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The European Supergrid

An article about the "supergrid" being built by a handful of North Sea countries in Europe recently graced my inbox--another example of one of those quixotic projects the Europeans take on, and Americans say, "Yeah, good luck with that."

But when the Europeans work together they do a better job than most people expect—the European Union and the euro are cases in point. A foreign bond trader I've known for years constantly--and I mean up until a couple years ago--predicted that the EU would unravel and the euro would collapse as a viable currency. Needless to say, his skepticism hasn’t been borne out.

One of the key advantages European nations have independently as well as collectively is that their population density makes innovative energy solutions necessary and advantageous. The US has much more empty land to stick big generation plants far away from large populations, which helps power utilities limit costs for locating and building plants.

In Europe the “not in my backyard” phenomenon is larger by orders of magnitude; individual governments are more apt to seek alternatives to building new plants. The prospect that neighboring countries could seek damages for cross-border pollution is another consideration.

Again, as with the best companies in the world, clean-tech isn't necessarily about being green; it's about making pragmatic decisions about how to implement available technologies to create more efficient production cycles with less waste. How technology is used makes for successful innovation.

That's the philosophy behind the recommendations in Portfolio 2020; identifying innovative companies that are developing or harnessing key technologies--companies that will set the stage for outsized growth in coming decades. There's a global economic shift going on and if you can't see it, you're going to miss the biggest opportunities. Some say it's technology, but we argue that it's innovation--the actual application of technologies.

All right, back to the supergrid.

The article I ran across was a new spin on an earlier proposal from the EU to fill the Sahara desert with solar panels and then ship the electricity back to Europe. The interesting thing about this project is the power would be shipped back to Europe using high-voltage DC power lines.

This was precisely why Nikola Tesla's invention of alternating current (NYSE:AC) won out over Thomas Edison's direct current (DC). A hundred years ago, you couldn't send DC power any distance and transform it on the users' end to usable electricity. Time and technology has solved the transformer challenge, yet the world is essentially built on AC power transmission--though DC transmission is more efficient.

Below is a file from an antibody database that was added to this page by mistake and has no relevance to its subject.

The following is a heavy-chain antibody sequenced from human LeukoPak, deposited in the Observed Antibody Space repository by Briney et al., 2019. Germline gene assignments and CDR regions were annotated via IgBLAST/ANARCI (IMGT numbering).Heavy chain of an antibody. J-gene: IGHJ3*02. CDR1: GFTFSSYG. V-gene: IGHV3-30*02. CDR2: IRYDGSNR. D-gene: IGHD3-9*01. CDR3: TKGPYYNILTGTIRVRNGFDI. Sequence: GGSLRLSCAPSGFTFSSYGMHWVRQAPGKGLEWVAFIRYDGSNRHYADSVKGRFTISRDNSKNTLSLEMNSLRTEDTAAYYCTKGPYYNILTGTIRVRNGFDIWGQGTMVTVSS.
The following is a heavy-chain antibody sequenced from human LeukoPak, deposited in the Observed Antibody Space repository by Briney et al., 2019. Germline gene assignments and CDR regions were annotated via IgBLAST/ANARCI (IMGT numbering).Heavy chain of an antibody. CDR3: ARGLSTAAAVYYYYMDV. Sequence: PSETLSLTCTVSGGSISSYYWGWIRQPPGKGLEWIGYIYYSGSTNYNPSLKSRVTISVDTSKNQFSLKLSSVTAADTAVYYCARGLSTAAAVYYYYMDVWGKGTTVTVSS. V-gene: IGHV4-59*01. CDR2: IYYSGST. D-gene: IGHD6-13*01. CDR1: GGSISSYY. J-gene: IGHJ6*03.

This Sahara solar project would be big enough to scale up DC high-voltage transmission on an economy of scale right out of the gate. From there, the idea could spread anywhere cleantech is a priority--like China.

All renewable energy sources generate DC current. Presently, especially in the US, the challenge is to collect the DC power, convert it to AC power and step it up to a usable voltage to upload to the high-voltage AC power grid.

If you could simply ship DC power, life would be a lot cheaper and easier for consumers and utilities. But the infrastructure isn't there, and there's not a whole lot of money lying around for anyone to pioneer this effort in the US, especially notoriously thrifty utilities. This Sahara project could be a major game-changer for the global clean-tech sector.

Alternatively, in the far north where the sun doesn't shine so much, this other piece of the supergrid project is taking shape. Articles dating going back to 2006 reported that European nations planned to build building a North Sea supergrid from the renewable energy generated in the region.

The first countries on this supergrid will be the wind farms of Scotland, solar panels of Germany and hydroelectric dams of Norway. From there, the project will include nine countries in all: Germany, France, Belgium, the Netherlands, Luxembourg, Denmark, Sweden and Ireland and the UK.

This project would generate about 30 GW of electricity for Europe. Just Norway's hydroelectric contribution could be equal to the electricity generated by 30 coal-fired power plants. And although that will bring joy to the hearts of global warming acolytes, the project’s real value is revolutionizing our long-term power consumption and generation abilities as both consumers and producers.

GS Early is Executive Editor of Personal Finance, Co-Editor of 2020 Investing and Associate Editor of Portfolio 2020.


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